International Inheritance Laws

Korea, South

South Korea is located in Asia. Their laws of making a will is different from the ones in the United States. Although it is not common to write a will in all of Korea, it is considered invalid unless it is written the precise way the law states. One has to be as young as 16 or 18 years old to make a will in South Korea using one of the five methods according to the South Korean laws. The five different types of laws that South Korea accepts are:

  1. Holographic wills.
  2. Recording wills
  3. Authentic wills.
  4. Secret wills.
  5. Dictation wills


These wills must contain everything that is required or it will be deemed as invalid. According to one of my sources this is what each will should contain:

“Holographic wills must be entirely hand-written by the testator, including the date of writing, address, and signature. The testator must put their fingerprint or seal on the document.

For a recording will the testator must record their testament, name, and the date. At least one witness, present during the testament, must record the exactness of the will and their name.

An authentic will must involve two witnesses and the main points must be spoken in the presence of a notary public. The testator dictates the will, and the notary public writes it out. After the testator and witnesses accept the exactness of the will, they sign it respectively. The will is kept by the notary public. An authentic will is generally considered the most legally secure type of will.

Secret will is, if the testator wants the content of the will to be kept secret, a secret will can be made. After the testator writes a will with their name, it is sealed in order to keep it secret. The testator declares the sealed document to be their will in the presence of two witnesses and the testator and witnesses sign on the sealed envelope with the date. The secret will must be submitted to either a notary public or a clerk of a family court, in order to get an officially stamped date on the document, within five days from the date written on the envelope.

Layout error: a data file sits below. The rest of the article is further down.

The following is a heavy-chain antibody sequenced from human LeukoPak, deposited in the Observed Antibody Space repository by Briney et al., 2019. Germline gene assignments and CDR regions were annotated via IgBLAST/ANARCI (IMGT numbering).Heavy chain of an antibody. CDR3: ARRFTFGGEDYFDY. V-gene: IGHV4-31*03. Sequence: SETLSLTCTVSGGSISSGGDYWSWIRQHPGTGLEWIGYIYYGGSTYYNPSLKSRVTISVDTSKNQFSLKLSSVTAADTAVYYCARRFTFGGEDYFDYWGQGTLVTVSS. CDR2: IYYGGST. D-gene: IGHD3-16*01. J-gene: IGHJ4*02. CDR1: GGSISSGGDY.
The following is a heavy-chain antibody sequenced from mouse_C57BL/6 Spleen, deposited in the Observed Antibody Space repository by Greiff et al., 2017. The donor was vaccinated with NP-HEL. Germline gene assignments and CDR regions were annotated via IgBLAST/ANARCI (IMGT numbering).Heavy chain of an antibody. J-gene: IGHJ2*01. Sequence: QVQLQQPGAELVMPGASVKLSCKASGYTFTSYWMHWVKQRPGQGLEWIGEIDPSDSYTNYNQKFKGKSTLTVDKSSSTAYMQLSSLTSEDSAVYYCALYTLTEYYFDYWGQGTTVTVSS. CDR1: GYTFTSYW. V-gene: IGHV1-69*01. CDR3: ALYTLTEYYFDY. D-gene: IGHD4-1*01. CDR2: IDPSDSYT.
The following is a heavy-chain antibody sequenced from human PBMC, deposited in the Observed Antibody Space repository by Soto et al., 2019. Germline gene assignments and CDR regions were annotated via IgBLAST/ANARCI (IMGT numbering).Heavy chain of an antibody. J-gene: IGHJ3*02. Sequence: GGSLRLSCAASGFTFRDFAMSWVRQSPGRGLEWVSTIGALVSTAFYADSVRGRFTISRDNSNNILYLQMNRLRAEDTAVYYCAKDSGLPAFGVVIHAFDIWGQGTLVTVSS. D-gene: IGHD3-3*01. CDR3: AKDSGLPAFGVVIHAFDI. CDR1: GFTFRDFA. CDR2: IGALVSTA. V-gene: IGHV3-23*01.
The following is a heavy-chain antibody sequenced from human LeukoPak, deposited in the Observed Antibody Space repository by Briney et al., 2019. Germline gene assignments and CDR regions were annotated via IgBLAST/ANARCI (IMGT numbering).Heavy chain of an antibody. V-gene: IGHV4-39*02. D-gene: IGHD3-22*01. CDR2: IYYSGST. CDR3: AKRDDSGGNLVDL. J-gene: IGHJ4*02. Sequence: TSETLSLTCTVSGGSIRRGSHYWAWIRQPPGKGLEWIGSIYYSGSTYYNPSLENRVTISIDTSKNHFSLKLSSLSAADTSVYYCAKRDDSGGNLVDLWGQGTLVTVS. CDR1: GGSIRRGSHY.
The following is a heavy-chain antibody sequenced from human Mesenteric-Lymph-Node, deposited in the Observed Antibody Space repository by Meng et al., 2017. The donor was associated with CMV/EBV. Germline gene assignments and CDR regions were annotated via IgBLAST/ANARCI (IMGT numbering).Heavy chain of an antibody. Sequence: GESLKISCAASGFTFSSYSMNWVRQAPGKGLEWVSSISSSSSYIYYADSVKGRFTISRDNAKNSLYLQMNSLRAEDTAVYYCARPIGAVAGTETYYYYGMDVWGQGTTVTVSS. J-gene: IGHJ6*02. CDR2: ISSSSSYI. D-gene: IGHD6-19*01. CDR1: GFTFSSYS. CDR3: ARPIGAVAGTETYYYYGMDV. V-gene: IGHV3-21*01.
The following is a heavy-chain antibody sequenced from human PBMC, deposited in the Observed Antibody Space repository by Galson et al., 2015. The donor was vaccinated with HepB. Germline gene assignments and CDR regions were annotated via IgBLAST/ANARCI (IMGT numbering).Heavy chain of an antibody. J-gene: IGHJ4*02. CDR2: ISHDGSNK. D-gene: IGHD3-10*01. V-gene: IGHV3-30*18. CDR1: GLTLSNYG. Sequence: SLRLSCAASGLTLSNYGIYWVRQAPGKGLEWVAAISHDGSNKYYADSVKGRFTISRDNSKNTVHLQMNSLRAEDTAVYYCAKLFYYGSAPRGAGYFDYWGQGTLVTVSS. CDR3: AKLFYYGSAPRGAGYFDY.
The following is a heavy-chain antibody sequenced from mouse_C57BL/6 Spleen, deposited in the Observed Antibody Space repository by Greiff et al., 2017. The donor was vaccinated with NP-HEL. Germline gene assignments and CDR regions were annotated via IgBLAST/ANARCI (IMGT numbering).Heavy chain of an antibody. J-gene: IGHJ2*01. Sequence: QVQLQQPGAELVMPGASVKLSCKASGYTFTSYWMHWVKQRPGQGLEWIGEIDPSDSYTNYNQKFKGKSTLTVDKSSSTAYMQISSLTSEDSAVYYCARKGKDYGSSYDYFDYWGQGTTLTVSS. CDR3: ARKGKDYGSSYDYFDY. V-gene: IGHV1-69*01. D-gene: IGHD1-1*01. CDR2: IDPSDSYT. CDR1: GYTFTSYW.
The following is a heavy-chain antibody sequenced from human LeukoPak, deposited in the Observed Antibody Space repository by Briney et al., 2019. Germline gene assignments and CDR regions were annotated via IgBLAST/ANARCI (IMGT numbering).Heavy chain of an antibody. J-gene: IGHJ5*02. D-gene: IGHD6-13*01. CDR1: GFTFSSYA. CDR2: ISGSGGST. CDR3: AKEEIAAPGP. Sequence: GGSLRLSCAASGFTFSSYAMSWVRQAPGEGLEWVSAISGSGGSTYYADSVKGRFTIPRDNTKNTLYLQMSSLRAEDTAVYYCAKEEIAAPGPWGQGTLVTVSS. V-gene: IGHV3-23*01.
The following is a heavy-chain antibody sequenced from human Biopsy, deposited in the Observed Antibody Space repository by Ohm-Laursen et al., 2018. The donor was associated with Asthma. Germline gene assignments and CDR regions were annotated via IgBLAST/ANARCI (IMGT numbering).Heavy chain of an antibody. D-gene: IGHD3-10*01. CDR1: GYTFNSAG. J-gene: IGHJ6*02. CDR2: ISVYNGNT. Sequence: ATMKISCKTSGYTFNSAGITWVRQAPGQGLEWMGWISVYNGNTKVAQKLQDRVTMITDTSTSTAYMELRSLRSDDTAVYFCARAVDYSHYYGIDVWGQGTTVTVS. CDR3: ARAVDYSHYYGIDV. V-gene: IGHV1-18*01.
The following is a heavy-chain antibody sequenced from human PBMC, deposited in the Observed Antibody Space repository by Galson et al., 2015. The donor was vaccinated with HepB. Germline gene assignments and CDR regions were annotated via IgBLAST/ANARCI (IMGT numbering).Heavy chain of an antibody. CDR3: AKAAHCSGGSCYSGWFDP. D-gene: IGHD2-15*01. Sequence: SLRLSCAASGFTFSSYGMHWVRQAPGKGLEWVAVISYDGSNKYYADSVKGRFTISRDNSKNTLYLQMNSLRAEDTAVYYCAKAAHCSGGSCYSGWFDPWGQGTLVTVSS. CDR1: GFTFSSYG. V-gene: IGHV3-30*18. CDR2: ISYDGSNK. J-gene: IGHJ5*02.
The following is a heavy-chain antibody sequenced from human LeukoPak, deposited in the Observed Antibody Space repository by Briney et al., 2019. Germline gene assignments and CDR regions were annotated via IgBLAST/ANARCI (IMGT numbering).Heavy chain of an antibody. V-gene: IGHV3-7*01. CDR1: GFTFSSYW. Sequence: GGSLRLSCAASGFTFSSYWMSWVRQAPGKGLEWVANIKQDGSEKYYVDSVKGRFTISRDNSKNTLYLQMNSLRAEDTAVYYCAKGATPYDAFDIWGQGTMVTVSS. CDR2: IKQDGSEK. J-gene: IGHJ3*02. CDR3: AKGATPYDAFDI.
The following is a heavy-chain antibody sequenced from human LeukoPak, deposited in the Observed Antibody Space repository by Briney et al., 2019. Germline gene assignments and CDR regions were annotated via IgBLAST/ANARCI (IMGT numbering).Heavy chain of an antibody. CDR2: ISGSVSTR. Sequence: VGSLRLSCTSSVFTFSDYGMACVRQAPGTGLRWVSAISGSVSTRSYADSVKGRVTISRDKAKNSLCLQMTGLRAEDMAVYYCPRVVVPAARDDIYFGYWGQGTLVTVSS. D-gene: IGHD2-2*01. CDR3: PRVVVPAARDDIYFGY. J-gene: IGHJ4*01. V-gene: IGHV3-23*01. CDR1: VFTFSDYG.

A dictation will is allowed only in emergency circumstances. In order to make a dictation will, it must be impossible for the testator to make an alternative type of will because of illness or imminent death. The testator must orally declare his will to one of two witnesses present, and the person to whom the oral declaration is made must write it down and read it. Then the testator and each witness, after having acknowledged the writing to be due and correct, must sign and seal the will. The will must be submitted by the witness to the family court for inspection and approval within seven days of the end of these emergency circumstances.”


It is not stated that testators must hire an attorney to make a will in South Korea. These laws differ from the laws in New York State by several ways. New York laws do not require wills to contain some of the things the ones from South Korea require. New York State does not accept wills that are verbally stated unless it is in the Mariners will category. The intestacy laws from South Korea, it is stated that “When a person dies intestate, the estate is distributed based on the statutory distribution order and legally entitled intestate shares set out in the South Korean Civil Law. Under the intestacy rule, both children and spouse are granted a priority but the spouse’s shares are increased by 50%”. Where as in New York, it is the first $50,000 and 1/3rd.

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